Fallen tree-- what do I do?

newhomeowner-2009October 21, 2009

So I posted earlier today about overseeding, but that was before I noticed another issue that needs attention: I just noticed that a tree fell on my property last night.

It's not in the way of anything, which is why I didn't notice until late this afternoon. The question is, what if anything do I do? It's about fifty feet long, and far too heavy to be budged. I'd like to do something about it, maybe cut it up as firewood. (I have a wood stove.) Thing is, I don't have a chain saw.

So I guess the question is, should I buy a chain saw and cut up the thing, and if so, should I do it now or wait until next spring? It's out there in the field and is going to get snowed on (I'm in the Catskill mountains).

As you can see by this question, I am a total newbie on such things!

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Steven Laurin & Company

Bought my first chainsaw after a similar experience - but most of the 70 ft tree was still standing. Had to do a bit of climbing to delimb the remaining top half first.

I first did lots of research on an arborist forum and purchased an arborist guidebook. Learned mostly by doing. I'm no professional tree monkey, but have many trees on my property - amazing how much I use that tool.

It's not rocket science - just need to carefully follow all safety requirements, wear goggles, gloves and dress appropriately.

    Bookmark   October 21, 2009 at 8:35PM
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davidandkasie(Z8 MS)

unless you know someone who KNOWS what they are doing and can teach you to use a saw safely, you should hire it out. i don't say that implying you can't do it, but as a warning that you can easily get hurt or killed.

    Bookmark   October 21, 2009 at 10:19PM
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newhomeowner-2009

I think you've got a point there.

Do you think it can wait until the spring? I figure that at least I can get some wood out of it, and I don't want it to rot.

    Bookmark   October 21, 2009 at 10:57PM
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texas-weed(7A)

I don't suggest you go buy a chain saw and try this without some training. Chain saws are rather unforgiving, As stated it is not rocket science, but one mistake can cost you a limb or your life.

As for using the tree for firewood, use caution here. What kind of tree? There are a lot of trees you do not ever want to use as fire wood. If you use something like pine, it can burn down your house.

    Bookmark   October 21, 2009 at 11:18PM
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newhomeowner-2009

Yes, I've definitely ruled out buying a chain saw. I read on the internet about how it can kick back and... forgetaboutit.

Why would pine burn down my house? I have a well-functioning wood stove. It isn't pine, but I'm not sure what it is.

Anyway, I'm not sure what kind of tree it is. I shall investigate... if necessary, I'll post a photo.

    Bookmark   October 22, 2009 at 10:56AM
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Steven Laurin & Company

There's no need for scaring off a "newbie" DIY homeowner for wanting to take on a project such as this. The tree is on the ground - so half the job is already done.

The risk of injury from cutting up the trunk + limbs of a fallen tree - using a home-owner grade chainsaw, runs parallel with the OP's degree of common sense. Whether using powertools for lawn maintenance, woodworking or lumberjacking - there's always a chance of gashing oneself, loosing a limb, or death . . . IF little attempt is made for education in proper use of the equipment, and the use of caution at all times is not adopted.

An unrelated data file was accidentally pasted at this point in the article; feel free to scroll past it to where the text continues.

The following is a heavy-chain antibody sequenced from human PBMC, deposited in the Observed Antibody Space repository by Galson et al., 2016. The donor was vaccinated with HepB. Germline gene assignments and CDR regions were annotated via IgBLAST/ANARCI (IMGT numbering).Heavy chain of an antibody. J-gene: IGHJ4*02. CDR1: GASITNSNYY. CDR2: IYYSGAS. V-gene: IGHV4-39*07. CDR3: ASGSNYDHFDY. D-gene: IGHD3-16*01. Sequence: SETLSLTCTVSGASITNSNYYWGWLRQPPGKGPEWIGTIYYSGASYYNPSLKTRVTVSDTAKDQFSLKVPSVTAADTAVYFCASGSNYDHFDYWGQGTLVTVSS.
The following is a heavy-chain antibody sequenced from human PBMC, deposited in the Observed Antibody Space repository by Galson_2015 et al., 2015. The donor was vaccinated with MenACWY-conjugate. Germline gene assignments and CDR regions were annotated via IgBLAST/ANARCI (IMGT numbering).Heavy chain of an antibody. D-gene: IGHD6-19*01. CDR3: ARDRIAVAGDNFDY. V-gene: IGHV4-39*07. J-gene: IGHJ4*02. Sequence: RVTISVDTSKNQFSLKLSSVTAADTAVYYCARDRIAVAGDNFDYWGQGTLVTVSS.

Buy a book, research/purchase a chainsaw and first practice on static logs which have been properly supported above the ground. Then, if the tree is of hardwood species, progress to cutting it up to cordwood - so it can be seasoned for use next year.

    Bookmark   October 22, 2009 at 11:06AM
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newhomeowner-2009

Well, I guess one question is whether I can just let it sit there till the spring, or whether the snows we get in the winter will rot the wood. Here is a photo of a leaf from the tree (which apparently was pretty much dead) and the bark. What kind of tree would this appear to be?

Here's the tree in all its majesty on the ground:

    Bookmark   October 22, 2009 at 1:04PM
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Steven Laurin & Company

Looks like a Linden - had a few of those on my last property and is suitable for firewood. Based upon how it's laid flat on the ground - appears to be a worthwhile and fun DIY project. If you're in good physical condition and don't mind working up a sweat - go for it.

Here is a link that might be useful: American Linden

    Bookmark   October 22, 2009 at 1:41PM
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Steven Laurin & Company

If it's of any consolation, Linden (Basswood) is a relatively soft wood, so it should cut up very easily - compared to oak, ash, or maple.

OTOH, it'll also burn rather quickly - w/o gumming up the flue though. Soft wood also rots quicker than hardwood - but your tree may survive the winter OK for spring harvesting.

I'll leave further recommendations ( or rebuttals ) to the pros who frequent this forum

    Bookmark   October 22, 2009 at 1:53PM
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newhomeowner-2009

Thanks for the ID. Well I have plenty of firewood, so I could just let this wood age, assuming it doesn't rot over the winter. Any idea how much wood I could get out of this? If I pay a guy to cut it up, it may not be cost effective.

My wife is totally against my getting a chain saw, and by the way, I am an out of shape city fellow - definitely not in good shape.

    Bookmark   October 22, 2009 at 3:14PM
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maine_lawn_nut

Based on your pictues you appear to have at least some wooded areas. Get a decent quality saw and you'll always have it.

Get a stihl or husqvarna saw. You can get a 16 in or 18 in saw for around $250-$300 and it will last you many, many years. Plenty for what you're doing.

Don't waste money on a junk "economy saw". They're underpowered and don't work as well as quality saws. The anti-vibration and ergonomic features of the better saws are night and day.